Concentration inequality of weighted sum of random variables given a tail inequality

I tried to solve the exercise below which can be seen as a generalization of the Bernstein's concentration inequality. However, I have difficulty bounding the moment generating function of $Z$ (see $(2)$ below) with appropriate terms that yield the desired tail bound following the Chernoff method.

Let $X_1,X_2,\ldots ,X_n$ be iid copies of a real random variable $X$ that for some $p\geq 1$ obeys

\begin{align} \mathbb{P}\left(\left\vert X\right\vert > u\right)& \leq \exp\left(-u^p\right),\tag{1} \end{align}

for all $u>0$. For any $s\in \mathbb{R}^n$ and with $q$ denoting the conjugate of $p$ (i.e., $1/p+1/q=1$) prove that

\begin{align} \mathbb{P}\left(Z:=\sum _{i=1}^n s_i X_i > t \right)&\le L \exp\left(-\frac{1}{L}\min \left(\frac{t^2}{\left\Vert s\right\Vert_2^2},\frac{t^p}{\left\Vert s\right\Vert_q^p}\right)\right),\tag{2} \end{align} where $L>0$ is a constant that only depends on $p$, but not $n$.

I have shown that it suffices to establish \begin{align*} \log\mathbb{E}\left[e^{\lambda Z}\right] & \leq \log L + \max\left(\frac{L\left\Vert s\right\Vert_2 ^2\lambda ^2}{4} ,\frac{(p-1)L^{q-1}\left\Vert s\right\Vert_q^q\lambda^q}{p^q}\right). \end{align*}

I also know that \begin{align*} \mathbb{E}\left[e^{\lambda X}\right]& \leq \mathbb{E}\left[e^{\lambda \left\vert X\right\vert}\right]\\ & = 1 + \lambda \int_0^\infty \mathbb{P}\left(\left\vert X\right\vert > t\right)e^{\lambda t}\mathrm{d}t\\ &\leq 1 + \lambda \int_0^\infty e^{\lambda t - t^p}\mathrm{d}t \end{align*} However, I have trouble (i) simplifying this bound and (ii) use it obtain the desired bound on the cumulant generating function of $Z$ mentioned above which should be independent of $n$.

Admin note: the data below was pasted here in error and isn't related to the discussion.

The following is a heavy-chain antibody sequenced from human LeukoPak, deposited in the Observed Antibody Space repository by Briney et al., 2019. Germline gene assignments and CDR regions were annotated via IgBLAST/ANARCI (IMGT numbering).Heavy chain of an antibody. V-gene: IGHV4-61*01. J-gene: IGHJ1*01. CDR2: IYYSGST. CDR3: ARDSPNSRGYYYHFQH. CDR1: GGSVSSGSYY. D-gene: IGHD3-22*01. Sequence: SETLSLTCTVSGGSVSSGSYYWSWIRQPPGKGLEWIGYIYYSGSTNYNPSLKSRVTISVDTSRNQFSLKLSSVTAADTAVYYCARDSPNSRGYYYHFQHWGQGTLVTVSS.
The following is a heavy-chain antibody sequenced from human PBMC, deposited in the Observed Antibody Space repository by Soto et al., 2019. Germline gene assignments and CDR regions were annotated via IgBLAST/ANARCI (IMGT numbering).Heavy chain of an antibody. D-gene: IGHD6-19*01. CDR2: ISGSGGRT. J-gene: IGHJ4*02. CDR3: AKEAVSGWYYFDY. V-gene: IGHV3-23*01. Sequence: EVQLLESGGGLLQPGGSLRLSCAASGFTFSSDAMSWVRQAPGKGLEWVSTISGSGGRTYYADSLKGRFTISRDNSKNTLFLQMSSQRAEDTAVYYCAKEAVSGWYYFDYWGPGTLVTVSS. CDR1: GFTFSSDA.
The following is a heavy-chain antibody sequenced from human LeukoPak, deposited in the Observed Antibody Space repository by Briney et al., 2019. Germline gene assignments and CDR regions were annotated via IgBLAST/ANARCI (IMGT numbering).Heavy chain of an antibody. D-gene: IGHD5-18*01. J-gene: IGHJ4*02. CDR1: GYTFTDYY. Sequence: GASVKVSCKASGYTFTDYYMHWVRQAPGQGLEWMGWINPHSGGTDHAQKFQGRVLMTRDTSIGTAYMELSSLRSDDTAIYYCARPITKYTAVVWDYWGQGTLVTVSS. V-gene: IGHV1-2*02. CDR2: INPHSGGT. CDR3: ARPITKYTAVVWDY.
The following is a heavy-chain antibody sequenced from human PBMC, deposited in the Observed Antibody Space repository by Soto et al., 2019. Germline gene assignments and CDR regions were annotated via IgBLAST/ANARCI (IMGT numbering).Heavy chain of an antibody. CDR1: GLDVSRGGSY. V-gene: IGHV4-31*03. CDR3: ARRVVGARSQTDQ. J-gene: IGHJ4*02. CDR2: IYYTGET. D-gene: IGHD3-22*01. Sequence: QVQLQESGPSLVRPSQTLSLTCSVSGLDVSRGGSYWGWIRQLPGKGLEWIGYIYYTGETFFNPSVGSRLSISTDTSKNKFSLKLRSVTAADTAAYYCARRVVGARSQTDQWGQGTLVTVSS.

Update: Here's another incomplete attempt. Clearly we have \begin{align*} \mathbb{E}\left[e^{\lambda X}\right]&\leq\sum_{k\geq 0}\frac{\lambda^k}{k!}\mathbb{E}\left[|X|^k\right]. \end{align*} Furthermore, using $(1)$ we can bound the moments as \begin{align*} \mathbb{E}\left[|X|^k\right]&=\int_{0}^\infty\mathbb{P}\left(|X|^k\geq u^k\right)du^k\\ &\leq \int_0^\infty e^{-u^p}du^k\\ &=\int_{0}^\infty e^{-u}du^{k/p}=\Gamma\left(\frac{k}{p}+1\right),\tag{3} \end{align*} where $\Gamma\left(\cdot\right)$ is the Gamma function. Using log-convexity of the Gamma function we have $\Gamma\left(\frac{k}{p}+1\right)\leq \left(\Gamma\left(k+1\right)\right)^{1/p}=\left(k!\right)^{1/p}$, and thus \begin{align*} \mathbb{E}\left[|X|^k\right]&\leq\left(k!\right)^{1/p}. \end{align*} Putting this bound back in $(3)$ we obtain \begin{align*} \mathbb{E}\left[e^{\lambda X}\right]&\leq\sum_{k\geq 0} \frac{\lambda^k}{\left(k!\right)^{1/q}}. \end{align*} If we can simplify the series in the latter inequality or find a good approximation for it then we might be able to follow the standard Chernoff bound and obtain the desired result. However, so far I haven't been able to simplify the series.

• Yes, my answer is incorrect. Thanks for pointing it out. I have deleted it. For the benefit of others, one of the tricks I used, albeit unsuccessfully, was Holder's inequality. – Theja Jun 22 '14 at 4:56
• In which book did you finder this exercise? – Thomas Ahle May 27 at 21:38
• @ThomasAhle It's a book on Concentration Inequalities by Boucheron, Lugosi, and Masart (Oxford University Press) 2013 – S.B. May 27 at 22:26